Adopting the tongue-in-cheek appellation Top Value Television, the influential video collective TVTV defined the radical video documentary movement of the 1970s that was known as "guerrilla television." TVTV subverted conventions of television news and documentary reportage with its alternative journalistic techniques, countercultural principles and pioneering use of portable, low-tech video equipment.

With its roots in the Vietnam-era climate of political revolt, TVTV's philosophy was articulated in founding member Michael Shamberg's 1971 manifesto Guerrilla Television, a treatise that advocated video and public-access cable systems as tools of opposition and activism. Guerrilla television was envisioned as a radical break from the ideology and technocratic control of broadcast television, a means to "demonstrate the potential of decentralized video technology."

Originally organized to provide alternative news coverage of the 1972 Republican and Democratic Presidential Conventions in Miami, TVTV was an ad hoc collective that at times included such videomakers as Skip Blumberg, Nancy Cain, Allen Rucker, Hudson Marquez, Michael Shamberg and Megan Williams. The group's ground-breaking coverage of the 1972 Conventions, which pioneered the use of portable, lightweight Portapak equipment as a news-gathering technique, resulted in the award-winning programs The World's Largest TV Studio and Four More Years.

These landmark documentaries, which introduced an innovative, behind-the-scenes approach to broadcast journalism, are also vivid time capsules of an era. "Instead of stand-up reportage or sit-down analysis we wanted to see if TV could cover politics by letting people and events speak for themselves," wrote a TVTV member. Their irreverent skepticism towards the political Establishment, and the access afforded by their low-tech, lightweight Portapak equipment, resulted in an irreverence and spontaneity that was unique in broadcast journalism. The candid, behind-the-scenes footage elicited by their use of portable video systems influenced commercial television's now-standard use of mobile ENG (electronic news gathering) reporting.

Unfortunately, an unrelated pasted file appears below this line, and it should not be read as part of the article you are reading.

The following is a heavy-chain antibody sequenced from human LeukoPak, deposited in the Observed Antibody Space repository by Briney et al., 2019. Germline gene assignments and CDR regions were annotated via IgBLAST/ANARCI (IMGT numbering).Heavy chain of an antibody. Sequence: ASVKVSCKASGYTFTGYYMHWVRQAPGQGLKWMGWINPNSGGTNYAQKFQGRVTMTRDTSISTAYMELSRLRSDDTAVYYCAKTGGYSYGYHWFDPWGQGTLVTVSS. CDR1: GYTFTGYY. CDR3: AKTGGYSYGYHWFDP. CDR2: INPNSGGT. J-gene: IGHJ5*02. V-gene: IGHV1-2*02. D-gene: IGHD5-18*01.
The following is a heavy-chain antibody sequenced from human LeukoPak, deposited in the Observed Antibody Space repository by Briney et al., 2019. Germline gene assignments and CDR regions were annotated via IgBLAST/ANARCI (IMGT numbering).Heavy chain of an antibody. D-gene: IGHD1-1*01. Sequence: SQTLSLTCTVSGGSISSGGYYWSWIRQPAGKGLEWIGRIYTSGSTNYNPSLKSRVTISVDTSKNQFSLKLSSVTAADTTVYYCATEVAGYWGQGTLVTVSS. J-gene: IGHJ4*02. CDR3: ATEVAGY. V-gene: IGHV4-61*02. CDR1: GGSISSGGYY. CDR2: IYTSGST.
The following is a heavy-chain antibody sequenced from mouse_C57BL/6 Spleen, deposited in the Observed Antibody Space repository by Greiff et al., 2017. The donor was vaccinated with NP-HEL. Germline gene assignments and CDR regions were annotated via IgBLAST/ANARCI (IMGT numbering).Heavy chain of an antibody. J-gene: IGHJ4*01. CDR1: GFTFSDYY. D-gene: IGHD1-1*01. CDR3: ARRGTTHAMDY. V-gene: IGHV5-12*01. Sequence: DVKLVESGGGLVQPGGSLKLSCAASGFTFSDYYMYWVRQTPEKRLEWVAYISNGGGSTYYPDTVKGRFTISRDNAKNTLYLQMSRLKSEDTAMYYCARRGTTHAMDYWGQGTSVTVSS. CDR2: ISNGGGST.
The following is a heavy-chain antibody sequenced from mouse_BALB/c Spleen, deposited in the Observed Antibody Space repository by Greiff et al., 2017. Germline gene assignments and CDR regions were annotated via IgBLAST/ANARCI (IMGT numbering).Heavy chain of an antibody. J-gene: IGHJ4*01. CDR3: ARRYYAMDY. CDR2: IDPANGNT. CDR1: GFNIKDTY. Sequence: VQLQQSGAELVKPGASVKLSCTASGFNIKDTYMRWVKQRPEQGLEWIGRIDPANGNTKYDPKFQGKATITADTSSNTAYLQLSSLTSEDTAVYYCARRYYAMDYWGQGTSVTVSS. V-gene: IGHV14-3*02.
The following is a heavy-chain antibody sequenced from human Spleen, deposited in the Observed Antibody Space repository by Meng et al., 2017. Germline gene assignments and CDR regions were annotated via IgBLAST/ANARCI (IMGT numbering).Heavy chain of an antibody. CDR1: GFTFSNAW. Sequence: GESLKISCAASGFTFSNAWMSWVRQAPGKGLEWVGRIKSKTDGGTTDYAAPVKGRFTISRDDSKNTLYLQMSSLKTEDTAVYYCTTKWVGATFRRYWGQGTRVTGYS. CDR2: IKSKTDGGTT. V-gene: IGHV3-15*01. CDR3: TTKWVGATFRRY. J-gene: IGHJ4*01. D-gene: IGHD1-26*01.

While TVTV's free-wheeling, subjective reportage and their debunking of the sacred cows of the political and media establishments were influenced by the New Journalism of the late 1960s and 1970s, the use of video as a vehicle for alternative communication was central to their project. TVTV production and editing crews included members of such video collectives as Raindance, Ant Farm, and Videofreex. In their coverage of political spectacles and media events, TVTV's signature techniques included deadpan, candid interviews, the use of such devices as fish-eye lenses and rudimentary graphics, and the absence of authoritative voiceover commentary.

TVTV's innovative verite journalism included an award-winning expose on the Guru Maharaj Ji and his followers, The Lord of the Universe (1974), which was the first Portapak video documentary produced for national television. Gerald Ford's America (1975), a four-part series on the "first one hundred days" of the Ford presidency, was commissioned by the Television Laboratory at WNET/Thirteen in New York, where the collective was "artist-in-residence." In the late 1970s, TVTV became less active in alternative political coverage and more involved with satirical television productions. TVTV disbanded in 1979.